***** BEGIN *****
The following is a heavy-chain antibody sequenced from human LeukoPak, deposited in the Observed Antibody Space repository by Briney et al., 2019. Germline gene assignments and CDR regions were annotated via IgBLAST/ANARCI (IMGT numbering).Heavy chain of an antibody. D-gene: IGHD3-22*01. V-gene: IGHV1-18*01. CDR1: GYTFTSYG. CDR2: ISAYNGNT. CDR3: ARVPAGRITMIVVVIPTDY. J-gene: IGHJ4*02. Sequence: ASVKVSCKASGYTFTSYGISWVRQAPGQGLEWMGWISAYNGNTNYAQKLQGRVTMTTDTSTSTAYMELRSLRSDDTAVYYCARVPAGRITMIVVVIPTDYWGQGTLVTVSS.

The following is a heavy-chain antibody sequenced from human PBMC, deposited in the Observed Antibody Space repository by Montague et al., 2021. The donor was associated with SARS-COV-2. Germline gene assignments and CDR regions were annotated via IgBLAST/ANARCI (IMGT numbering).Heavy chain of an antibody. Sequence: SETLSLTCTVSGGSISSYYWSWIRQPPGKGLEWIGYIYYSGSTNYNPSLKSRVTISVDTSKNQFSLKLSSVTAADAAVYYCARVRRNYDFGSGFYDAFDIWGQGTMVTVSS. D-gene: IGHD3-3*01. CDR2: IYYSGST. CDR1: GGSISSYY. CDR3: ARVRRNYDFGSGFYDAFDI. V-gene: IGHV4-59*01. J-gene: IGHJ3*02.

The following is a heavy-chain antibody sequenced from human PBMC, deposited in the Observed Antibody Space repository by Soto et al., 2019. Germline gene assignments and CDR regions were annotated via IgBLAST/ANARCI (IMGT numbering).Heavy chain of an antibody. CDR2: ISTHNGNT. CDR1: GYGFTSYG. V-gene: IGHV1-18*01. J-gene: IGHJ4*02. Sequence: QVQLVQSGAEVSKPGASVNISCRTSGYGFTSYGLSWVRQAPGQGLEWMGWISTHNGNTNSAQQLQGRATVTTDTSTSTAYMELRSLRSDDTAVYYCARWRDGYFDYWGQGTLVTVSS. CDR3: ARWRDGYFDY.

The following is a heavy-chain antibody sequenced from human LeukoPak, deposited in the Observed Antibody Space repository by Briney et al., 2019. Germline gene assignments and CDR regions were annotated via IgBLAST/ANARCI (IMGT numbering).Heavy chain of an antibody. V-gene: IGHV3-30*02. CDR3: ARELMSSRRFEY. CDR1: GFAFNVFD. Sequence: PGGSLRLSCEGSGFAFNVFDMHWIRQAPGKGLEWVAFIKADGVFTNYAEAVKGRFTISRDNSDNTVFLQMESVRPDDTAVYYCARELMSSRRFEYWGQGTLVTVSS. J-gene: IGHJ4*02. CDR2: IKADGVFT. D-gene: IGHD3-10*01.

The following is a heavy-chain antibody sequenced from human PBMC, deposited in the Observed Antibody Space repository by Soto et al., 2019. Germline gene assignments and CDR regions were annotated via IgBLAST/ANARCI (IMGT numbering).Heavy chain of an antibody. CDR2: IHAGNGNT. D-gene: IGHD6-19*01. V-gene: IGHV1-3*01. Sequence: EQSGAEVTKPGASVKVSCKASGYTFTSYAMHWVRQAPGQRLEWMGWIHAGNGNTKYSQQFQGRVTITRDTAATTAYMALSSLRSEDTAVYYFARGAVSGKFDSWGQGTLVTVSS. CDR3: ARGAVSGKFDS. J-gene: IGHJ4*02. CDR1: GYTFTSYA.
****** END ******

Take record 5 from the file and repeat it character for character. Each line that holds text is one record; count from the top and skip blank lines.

The following is a heavy-chain antibody sequenced from human PBMC, deposited in the Observed Antibody Space repository by Soto et al., 2019. Germline gene assignments and CDR regions were annotated via IgBLAST/ANARCI (IMGT numbering).Heavy chain of an antibody. CDR2: IHAGNGNT. D-gene: IGHD6-19*01. V-gene: IGHV1-3*01. Sequence: EQSGAEVTKPGASVKVSCKASGYTFTSYAMHWVRQAPGQRLEWMGWIHAGNGNTKYSQQFQGRVTITRDTAATTAYMALSSLRSEDTAVYYFARGAVSGKFDSWGQGTLVTVSS. CDR3: ARGAVSGKFDS. J-gene: IGHJ4*02. CDR1: GYTFTSYA.